An attorney for the defense says James Levier committed “suicide by cop.”

PORTLAND (AP) – The daughters of a deaf man shot to death in a standoff in a parking lot two years ago has filed a federal civil rights lawsuit against the town of Scarborough and Maine State Police.

Susan Vincent and Christina Cookson, the daughters of James Levier, say police should have used a sign language interpreter and a nonlethal weapon to subdue their father. Police shot Levier five times when he appeared to aim a hunting rifle at them.

An investigation by the attorney general’s office cleared the officers, but Portland attorney Daniel Lilley said federal law required police to make special accommodations for Levier’s disability.

“The guy is deaf and they’re standing there with bull horns telling him to drop the gun,” said Lilley, who is Vincent’s and Cookson’s lawyer. “It’s a unique case. What are you supposed to do with a guy that’s deaf?”

The lawsuit, filed in U.S. District Court, names the town of Scarborough, Police Chief Robert Moulton, and Officers Robert Moore and Ivan Ramsdell as defendants. The suit also names the Maine State Police, its chief, Col. Michael Sperry and Trooper Mark Sperrey.

Pretrial motions are due next month, but Lilley has asked for more time.

Edward Benjamin, an attorney who represents the town of Scarborough and the Scarborough officers named in the suit, said he will ask a judge to dismiss the case immediately.

“It was about the most cut-and-dried lawful use of deadly force that I have ever seen,” Benjamin said. “This was ‘suicide by cop.’ This guy went out to get shot.”

Levier, who was 60, was one of a group of former students of the Gov. Baxter School for the Deaf in Falmouth who said they had been physically and sexually abused as children by state employees on the school staff.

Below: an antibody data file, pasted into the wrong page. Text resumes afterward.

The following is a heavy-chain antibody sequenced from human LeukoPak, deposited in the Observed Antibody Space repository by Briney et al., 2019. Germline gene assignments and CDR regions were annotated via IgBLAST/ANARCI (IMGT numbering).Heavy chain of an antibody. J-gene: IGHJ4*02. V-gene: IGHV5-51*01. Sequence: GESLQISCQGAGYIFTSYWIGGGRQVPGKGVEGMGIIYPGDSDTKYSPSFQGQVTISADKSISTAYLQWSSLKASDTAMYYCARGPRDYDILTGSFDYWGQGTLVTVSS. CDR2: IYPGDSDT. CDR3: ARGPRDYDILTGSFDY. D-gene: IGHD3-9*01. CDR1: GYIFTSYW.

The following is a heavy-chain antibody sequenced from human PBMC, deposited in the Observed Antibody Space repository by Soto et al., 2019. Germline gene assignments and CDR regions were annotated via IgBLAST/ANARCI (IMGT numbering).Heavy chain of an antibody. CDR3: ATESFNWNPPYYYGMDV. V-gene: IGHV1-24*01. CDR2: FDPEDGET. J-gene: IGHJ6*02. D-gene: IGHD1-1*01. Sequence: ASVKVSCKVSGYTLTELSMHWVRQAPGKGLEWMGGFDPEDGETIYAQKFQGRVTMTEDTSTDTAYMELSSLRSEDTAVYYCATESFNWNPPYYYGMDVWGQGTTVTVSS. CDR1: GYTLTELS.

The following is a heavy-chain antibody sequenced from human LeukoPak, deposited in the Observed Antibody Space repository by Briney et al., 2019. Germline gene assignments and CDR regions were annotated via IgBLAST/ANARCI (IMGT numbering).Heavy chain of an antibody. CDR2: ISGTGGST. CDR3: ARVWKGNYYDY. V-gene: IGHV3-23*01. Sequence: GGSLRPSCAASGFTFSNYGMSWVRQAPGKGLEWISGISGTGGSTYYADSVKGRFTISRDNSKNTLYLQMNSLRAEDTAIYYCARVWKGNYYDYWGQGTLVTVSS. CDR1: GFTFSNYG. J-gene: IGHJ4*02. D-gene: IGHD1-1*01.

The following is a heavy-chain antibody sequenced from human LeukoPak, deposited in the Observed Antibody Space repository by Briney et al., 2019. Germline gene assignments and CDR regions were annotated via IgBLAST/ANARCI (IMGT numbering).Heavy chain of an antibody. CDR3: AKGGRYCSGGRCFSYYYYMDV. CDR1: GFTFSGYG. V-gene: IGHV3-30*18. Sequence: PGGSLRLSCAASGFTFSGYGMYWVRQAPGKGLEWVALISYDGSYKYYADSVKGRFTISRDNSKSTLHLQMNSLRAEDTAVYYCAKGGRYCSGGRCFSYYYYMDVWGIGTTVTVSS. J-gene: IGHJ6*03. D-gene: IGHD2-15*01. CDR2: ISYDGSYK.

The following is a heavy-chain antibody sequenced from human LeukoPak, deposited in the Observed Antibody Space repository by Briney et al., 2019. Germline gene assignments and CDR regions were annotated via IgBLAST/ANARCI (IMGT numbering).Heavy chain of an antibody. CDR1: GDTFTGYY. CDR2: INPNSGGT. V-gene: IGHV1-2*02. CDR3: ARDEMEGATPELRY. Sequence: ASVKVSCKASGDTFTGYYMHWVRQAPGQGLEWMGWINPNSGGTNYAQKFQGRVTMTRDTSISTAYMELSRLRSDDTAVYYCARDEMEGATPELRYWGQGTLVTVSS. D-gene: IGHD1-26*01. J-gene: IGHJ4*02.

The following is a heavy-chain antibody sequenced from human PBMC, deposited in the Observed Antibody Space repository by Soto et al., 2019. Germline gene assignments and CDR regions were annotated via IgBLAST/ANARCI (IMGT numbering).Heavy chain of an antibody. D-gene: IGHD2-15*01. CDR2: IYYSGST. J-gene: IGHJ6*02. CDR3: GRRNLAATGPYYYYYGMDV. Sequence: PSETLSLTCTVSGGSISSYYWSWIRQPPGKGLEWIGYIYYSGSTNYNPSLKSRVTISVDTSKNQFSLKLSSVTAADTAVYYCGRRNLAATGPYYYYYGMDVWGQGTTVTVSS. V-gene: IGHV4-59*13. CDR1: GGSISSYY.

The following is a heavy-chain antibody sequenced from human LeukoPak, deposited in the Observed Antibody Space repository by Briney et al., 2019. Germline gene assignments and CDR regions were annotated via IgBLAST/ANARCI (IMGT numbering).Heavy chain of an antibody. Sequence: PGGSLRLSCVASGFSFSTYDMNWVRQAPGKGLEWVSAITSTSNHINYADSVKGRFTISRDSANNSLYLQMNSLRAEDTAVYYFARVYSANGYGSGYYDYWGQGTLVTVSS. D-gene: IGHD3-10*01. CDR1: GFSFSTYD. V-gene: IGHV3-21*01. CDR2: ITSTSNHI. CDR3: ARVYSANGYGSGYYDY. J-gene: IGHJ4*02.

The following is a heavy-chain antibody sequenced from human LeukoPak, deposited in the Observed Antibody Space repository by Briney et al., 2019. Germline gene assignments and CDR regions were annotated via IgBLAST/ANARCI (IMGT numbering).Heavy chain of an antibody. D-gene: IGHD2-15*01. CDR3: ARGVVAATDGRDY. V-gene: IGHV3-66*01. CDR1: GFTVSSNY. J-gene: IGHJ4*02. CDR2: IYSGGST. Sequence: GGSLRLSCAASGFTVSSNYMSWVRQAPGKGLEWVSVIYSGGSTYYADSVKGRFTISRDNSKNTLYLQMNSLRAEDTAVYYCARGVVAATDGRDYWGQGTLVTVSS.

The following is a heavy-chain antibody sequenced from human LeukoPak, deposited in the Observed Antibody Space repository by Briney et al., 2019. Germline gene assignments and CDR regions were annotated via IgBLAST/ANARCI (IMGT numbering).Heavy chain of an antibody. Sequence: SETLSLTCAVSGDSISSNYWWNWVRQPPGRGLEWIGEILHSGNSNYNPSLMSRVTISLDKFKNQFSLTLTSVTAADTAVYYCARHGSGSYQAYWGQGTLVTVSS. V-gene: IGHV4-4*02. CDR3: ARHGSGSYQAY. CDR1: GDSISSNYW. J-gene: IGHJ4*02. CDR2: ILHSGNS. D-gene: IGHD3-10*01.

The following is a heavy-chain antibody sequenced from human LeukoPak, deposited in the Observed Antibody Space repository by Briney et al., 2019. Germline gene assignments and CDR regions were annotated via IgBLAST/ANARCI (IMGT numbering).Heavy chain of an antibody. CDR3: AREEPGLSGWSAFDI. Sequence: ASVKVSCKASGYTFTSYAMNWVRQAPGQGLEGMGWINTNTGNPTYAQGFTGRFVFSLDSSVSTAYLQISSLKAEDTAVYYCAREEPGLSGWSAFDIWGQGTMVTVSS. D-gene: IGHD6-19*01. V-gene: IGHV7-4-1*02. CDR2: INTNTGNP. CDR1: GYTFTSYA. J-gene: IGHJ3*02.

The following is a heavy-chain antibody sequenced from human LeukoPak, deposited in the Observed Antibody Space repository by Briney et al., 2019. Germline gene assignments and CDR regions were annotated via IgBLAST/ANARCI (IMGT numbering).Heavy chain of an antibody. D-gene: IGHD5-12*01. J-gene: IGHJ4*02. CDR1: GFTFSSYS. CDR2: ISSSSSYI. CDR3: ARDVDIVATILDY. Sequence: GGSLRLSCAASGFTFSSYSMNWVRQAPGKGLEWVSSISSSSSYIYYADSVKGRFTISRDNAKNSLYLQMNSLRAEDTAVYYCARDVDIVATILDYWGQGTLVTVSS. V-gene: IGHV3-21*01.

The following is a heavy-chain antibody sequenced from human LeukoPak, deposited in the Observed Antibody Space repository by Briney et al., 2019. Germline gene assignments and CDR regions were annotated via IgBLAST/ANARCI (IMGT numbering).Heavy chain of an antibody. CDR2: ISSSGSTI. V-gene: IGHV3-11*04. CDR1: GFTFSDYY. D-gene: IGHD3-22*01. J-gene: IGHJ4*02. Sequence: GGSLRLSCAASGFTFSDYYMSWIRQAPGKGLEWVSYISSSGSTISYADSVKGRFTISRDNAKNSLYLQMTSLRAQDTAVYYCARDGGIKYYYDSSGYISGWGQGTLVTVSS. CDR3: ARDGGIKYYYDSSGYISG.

On March 16, 2001, Levier parked his white van outside the Shop ‘n Save off of U.S. Route 1 in Scarborough. The van and the white T-shirt Levier was wearing had slogans on them including, “Respect who I am as deaf,” and “I go to war with lawmakers to free deaf people’s rights from discrimination.”

Levier began marching in the parking lot with a single-shot rifle on his shoulder. According to the lawsuit, “Levier’s actions were symbolic and designed exclusively to communicate with the public about the plight of deaf individuals in Maine.”

Local and state police tried to communicate with him, but did not allow a volunteer sign language interpreter to approach him.

Benjamin said police were trying to find a way to use the interpreter without exposing her to danger when gunfire erupted.

Levier is seen on a surveillance video making the sign of the cross and aiming the rifle at police officers. State police sharpshooter Mark Sperrey fired a shot at Levier’s shoulder to disable him. The Scarborough officers heard the shot and thought that Levier had fired at them, and shot him four times.

Benjamin said the officers did not have to try nonlethal tactics because they justifiably felt lives were in danger.

AP-ES-04-08-03 0902EDT

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